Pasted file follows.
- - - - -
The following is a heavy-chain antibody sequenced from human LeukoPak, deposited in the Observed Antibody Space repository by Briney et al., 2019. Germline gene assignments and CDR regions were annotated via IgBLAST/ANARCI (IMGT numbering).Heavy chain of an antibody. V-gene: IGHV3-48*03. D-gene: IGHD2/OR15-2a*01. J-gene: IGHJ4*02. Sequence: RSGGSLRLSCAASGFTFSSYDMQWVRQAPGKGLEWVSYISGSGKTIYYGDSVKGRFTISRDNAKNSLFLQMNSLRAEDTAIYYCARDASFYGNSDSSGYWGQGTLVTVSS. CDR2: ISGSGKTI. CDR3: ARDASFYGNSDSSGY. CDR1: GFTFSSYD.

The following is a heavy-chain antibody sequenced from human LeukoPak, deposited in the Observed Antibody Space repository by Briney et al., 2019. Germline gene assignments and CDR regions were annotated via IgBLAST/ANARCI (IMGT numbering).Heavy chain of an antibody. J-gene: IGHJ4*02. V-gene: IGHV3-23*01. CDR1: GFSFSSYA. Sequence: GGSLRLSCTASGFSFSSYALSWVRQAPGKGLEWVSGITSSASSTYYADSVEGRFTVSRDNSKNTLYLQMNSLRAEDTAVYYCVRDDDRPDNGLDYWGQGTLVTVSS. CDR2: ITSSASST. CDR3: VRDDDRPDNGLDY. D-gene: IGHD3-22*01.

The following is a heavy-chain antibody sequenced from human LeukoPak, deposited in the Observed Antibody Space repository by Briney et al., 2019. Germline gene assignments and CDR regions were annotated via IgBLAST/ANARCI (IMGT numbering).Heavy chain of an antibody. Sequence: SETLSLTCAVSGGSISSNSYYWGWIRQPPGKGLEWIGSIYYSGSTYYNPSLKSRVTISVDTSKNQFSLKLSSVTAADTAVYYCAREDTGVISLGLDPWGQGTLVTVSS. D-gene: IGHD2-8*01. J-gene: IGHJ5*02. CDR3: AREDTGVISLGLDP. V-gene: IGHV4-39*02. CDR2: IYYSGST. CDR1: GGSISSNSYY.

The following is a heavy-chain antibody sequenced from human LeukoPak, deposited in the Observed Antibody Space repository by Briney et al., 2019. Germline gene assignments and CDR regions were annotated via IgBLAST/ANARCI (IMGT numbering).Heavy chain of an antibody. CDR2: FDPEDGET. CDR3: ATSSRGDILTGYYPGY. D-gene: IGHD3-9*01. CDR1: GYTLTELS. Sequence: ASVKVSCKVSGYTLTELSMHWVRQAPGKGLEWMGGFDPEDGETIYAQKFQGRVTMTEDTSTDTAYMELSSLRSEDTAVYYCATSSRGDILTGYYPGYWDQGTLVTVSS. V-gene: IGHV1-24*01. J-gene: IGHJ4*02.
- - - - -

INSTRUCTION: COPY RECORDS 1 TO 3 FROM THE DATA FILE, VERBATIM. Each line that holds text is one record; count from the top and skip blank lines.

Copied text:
The following is a heavy-chain antibody sequenced from human LeukoPak, deposited in the Observed Antibody Space repository by Briney et al., 2019. Germline gene assignments and CDR regions were annotated via IgBLAST/ANARCI (IMGT numbering).Heavy chain of an antibody. V-gene: IGHV3-48*03. D-gene: IGHD2/OR15-2a*01. J-gene: IGHJ4*02. Sequence: RSGGSLRLSCAASGFTFSSYDMQWVRQAPGKGLEWVSYISGSGKTIYYGDSVKGRFTISRDNAKNSLFLQMNSLRAEDTAIYYCARDASFYGNSDSSGYWGQGTLVTVSS. CDR2: ISGSGKTI. CDR3: ARDASFYGNSDSSGY. CDR1: GFTFSSYD.

The following is a heavy-chain antibody sequenced from human LeukoPak, deposited in the Observed Antibody Space repository by Briney et al., 2019. Germline gene assignments and CDR regions were annotated via IgBLAST/ANARCI (IMGT numbering).Heavy chain of an antibody. J-gene: IGHJ4*02. V-gene: IGHV3-23*01. CDR1: GFSFSSYA. Sequence: GGSLRLSCTASGFSFSSYALSWVRQAPGKGLEWVSGITSSASSTYYADSVEGRFTVSRDNSKNTLYLQMNSLRAEDTAVYYCVRDDDRPDNGLDYWGQGTLVTVSS. CDR2: ITSSASST. CDR3: VRDDDRPDNGLDY. D-gene: IGHD3-22*01.

The following is a heavy-chain antibody sequenced from human LeukoPak, deposited in the Observed Antibody Space repository by Briney et al., 2019. Germline gene assignments and CDR regions were annotated via IgBLAST/ANARCI (IMGT numbering).Heavy chain of an antibody. Sequence: SETLSLTCAVSGGSISSNSYYWGWIRQPPGKGLEWIGSIYYSGSTYYNPSLKSRVTISVDTSKNQFSLKLSSVTAADTAVYYCAREDTGVISLGLDPWGQGTLVTVSS. D-gene: IGHD2-8*01. J-gene: IGHJ5*02. CDR3: AREDTGVISLGLDP. V-gene: IGHV4-39*02. CDR2: IYYSGST. CDR1: GGSISSNSYY.